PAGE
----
French eco group calls to ‘cancel’ crop spread rule

The government's decree has been criticised for not going far enough to protect inhabitants

A French environmental association is calling for the cancellation of the government’s recent decree to set a minimum buffer zone of 5-20 metres between pesticide spreading and inhabited buildings.

Agir Pour l’Environnement said that the government decree was a “farce in bad taste”. In a statement, it said: “Over the course of a consultation that has apparently seen 50,000 contributions, the government has taken no account of citizen action.”

It is calling for the courts to “cancel this regulation”, as it does not go far enough.

On December 20 this year in the Journal Officiel, the ecology ministry announced that from January 1, 2020, buffer zones would be required between any crop pesticide spreading, and homes or business buildings inhabited by humans.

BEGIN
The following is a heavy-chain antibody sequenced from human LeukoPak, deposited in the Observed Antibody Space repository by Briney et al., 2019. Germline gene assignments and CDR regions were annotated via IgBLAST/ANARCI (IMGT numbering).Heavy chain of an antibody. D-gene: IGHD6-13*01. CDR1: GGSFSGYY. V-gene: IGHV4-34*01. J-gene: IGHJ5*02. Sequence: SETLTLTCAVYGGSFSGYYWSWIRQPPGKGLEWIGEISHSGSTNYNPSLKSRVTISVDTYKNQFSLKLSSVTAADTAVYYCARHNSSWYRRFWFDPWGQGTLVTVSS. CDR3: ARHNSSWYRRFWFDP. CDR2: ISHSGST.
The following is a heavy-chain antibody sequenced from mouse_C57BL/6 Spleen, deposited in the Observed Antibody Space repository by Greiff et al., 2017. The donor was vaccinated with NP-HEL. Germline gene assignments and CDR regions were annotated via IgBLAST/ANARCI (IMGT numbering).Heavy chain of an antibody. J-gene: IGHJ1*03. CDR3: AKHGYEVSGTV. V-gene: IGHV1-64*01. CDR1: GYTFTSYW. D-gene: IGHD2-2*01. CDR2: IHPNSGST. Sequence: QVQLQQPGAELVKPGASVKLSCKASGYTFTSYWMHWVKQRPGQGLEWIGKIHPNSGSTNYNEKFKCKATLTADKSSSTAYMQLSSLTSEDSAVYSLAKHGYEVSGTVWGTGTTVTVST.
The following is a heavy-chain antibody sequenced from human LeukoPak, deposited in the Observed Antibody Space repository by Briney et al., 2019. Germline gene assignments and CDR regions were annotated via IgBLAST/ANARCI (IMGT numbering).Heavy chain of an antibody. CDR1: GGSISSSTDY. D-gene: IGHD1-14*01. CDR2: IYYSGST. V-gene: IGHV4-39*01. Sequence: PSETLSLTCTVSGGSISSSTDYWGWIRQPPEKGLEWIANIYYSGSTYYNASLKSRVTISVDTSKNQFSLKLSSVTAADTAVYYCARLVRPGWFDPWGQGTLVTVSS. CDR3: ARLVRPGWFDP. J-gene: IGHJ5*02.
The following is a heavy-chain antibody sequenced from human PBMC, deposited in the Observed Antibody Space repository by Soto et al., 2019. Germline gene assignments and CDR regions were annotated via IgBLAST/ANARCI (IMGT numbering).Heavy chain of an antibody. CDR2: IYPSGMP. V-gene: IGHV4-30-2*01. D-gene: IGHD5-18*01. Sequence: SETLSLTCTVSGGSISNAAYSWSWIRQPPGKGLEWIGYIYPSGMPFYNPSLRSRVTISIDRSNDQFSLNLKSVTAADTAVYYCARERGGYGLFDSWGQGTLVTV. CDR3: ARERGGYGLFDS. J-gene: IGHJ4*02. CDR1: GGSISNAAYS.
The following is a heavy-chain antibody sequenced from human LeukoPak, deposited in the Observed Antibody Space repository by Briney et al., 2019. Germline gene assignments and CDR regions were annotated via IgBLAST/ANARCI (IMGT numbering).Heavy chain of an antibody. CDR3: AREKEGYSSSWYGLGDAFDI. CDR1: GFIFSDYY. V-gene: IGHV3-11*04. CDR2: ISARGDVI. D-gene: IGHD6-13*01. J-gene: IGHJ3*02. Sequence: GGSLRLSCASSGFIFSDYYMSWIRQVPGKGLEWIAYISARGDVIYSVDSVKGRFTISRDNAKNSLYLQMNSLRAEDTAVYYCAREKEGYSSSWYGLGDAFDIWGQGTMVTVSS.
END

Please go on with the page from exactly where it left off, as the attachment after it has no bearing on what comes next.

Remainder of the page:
This buffer will range from five metres for “low” pesticide plants, such as vegetables and cereal grains; 10 metres for “high” plants such as fruit or vines; and up to 20 metres for “the most dangerous” pesticides and herbicides.

The decree is set to apply to all crops sown after January 1, 2020; and from July 1, 2020 for any crops already sown after this date - except in the case of the “most dangerous” chemicals.

Just 0.3% of substances used in France are estimated to fall under the “most dangerous” category. Controversial herbicide glyphosate, which has been linked to cancer and has been the subject of several contested mayoral pesticide bans, does not fall into this category, according to the government’s “official” list.

The government’s announcement forms part of President Macron’s plans to "move towards greater management of pesticide spreading zones" due to "the consequences on public health", but critics have said the regulation does not go far enough.

As of September this year, more than 60 mayoral pesticide bans remain in place, as local leaders seek to take action on the controversial chemicals. This includes the high-profile case of mayor Daniel Cueff, of Langouët (Ille-et-Villaine, Brittany), who banned pesticides within 150 metres of buildings, but whose decree was later overturned in court.

So far, the State has challenged many mayors on their bans, and said it is “not for mayors” to make these kinds of decisions.

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